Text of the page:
I used to have an employee called Tim, that would dash over to a customer’s site, the moment they had a problem, and fix it for them. Great customer service! Unfortunately it was terrible customer service for the other clients whose site’s he was supposed to be at. Saying “Yes” to the urgent support request was a bad habit that Tim couldn’t seem to break. What we wanted him to do was to refer the support request to our Operations Manager for scheduling. When I spoke to a psychologist friend about how to form new habits, his answer was just “repetition”.
Repetition? “Not good enough” I thought, and have consequently been mulling this over for the last 15 years or so. Interestingly the answers I have come up with so far came from sports coaches, not psychologists. So here are the 5 tips I have so far for deliberately creating new habits:
Do Some Planning
You need to carefully understand what your objective is and break it down into its subcomponents or stages. If you want to ride a bike 200km a week, start off with riding to work every day as the first stage. If you want an employee to refer support requests to someone else for scheduling, perhaps start off with them having learn a standard response to requests.
Provide Feedback plus Carrot & Stick
You need to provide feedback and immediate rewards and or punishments to change the way you see the habit. Having a chart that you tick off accomplishments with a reward is a great thing to do, perhaps a tick for every day you ride your bike and going out for breakfast on Sunday’s if you do it ever day. If you want an employee to refer support calls to someone who schedules the support, make sure its a metric that’s reported on in weekly meetings and offer gift vouchers when certain levels are reached.
Create Physical Solutions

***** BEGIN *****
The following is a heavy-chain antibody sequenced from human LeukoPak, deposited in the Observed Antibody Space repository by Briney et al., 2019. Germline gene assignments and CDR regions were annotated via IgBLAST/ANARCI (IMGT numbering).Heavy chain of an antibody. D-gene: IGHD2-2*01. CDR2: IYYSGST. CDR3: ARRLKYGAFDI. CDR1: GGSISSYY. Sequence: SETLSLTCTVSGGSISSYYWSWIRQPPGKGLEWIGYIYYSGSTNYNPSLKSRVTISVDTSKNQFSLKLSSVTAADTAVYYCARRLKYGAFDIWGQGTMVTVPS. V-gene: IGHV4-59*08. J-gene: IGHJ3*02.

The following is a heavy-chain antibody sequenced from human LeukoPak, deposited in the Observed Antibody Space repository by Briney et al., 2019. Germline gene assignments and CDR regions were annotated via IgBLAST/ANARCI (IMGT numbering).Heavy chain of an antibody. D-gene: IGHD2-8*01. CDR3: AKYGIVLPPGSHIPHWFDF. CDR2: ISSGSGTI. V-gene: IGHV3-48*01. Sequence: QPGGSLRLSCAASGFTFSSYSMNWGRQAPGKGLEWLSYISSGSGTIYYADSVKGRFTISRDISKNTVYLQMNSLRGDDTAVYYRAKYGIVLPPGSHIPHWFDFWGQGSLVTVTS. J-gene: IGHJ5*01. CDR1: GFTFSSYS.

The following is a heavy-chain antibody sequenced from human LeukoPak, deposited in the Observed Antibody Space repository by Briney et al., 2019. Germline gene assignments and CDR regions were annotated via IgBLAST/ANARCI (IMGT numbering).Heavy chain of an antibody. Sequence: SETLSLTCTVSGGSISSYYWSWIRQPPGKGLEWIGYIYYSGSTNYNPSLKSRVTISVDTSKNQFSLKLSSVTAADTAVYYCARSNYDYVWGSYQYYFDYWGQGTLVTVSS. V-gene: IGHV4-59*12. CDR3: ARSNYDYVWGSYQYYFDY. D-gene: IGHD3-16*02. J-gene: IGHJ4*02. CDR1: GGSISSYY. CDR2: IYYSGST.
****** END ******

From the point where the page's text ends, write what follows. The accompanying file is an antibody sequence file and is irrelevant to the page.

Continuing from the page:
Physical Solutions or “Hard Systems” make it easier to “just do it” than to stay with your bad old ways. If you wanted to ride your bike everyday, you could have your bike situated so it blocks access to your house. You then have to go around the bike if you don’t intend to ride it. For an employee that you wanted to refer support calls, you could have a large reminder on the front of his diary, and perhaps not have his mobile phone number on his business card.
Lie to Yourself
According to my friend the sports coach, its easier to get motivated to do 5 minutes a day on an exercise bike than half an hour. So lie to yourself when you jump on the bike and say you will do just 5 minutes, because dragging out 5 minutes to half an hour on the bike is much easier than going from zero to 30 minutes. For an employee you want to refer calls, get them to put back every support call by at least 24 hours. Going from “I will do it tomorrow” to “I can’t schedule support calls” is much easier than going from saying yes, to saying no.
Have Black and White Rules
Apparently if you have complex rules such as “its ok not to ride to work if I have had a big night”, its easy to feel lousy and convince yourself that you kind of had a big night. Simple, or black and white rules such as “I ride to work every day regardless” are hard to break. In a work environment, “only accept support requests if it a customer emergency” is easy to fudge. You can always rationalise why there is an emergency. However “You are not allowed to schedule support calls full stop” makes those rules much harder to break.
So fifteen years and this is what I have come up with so far. I’d be grateful for any other tips though as I think that its not just my employees that need to develop some better habits.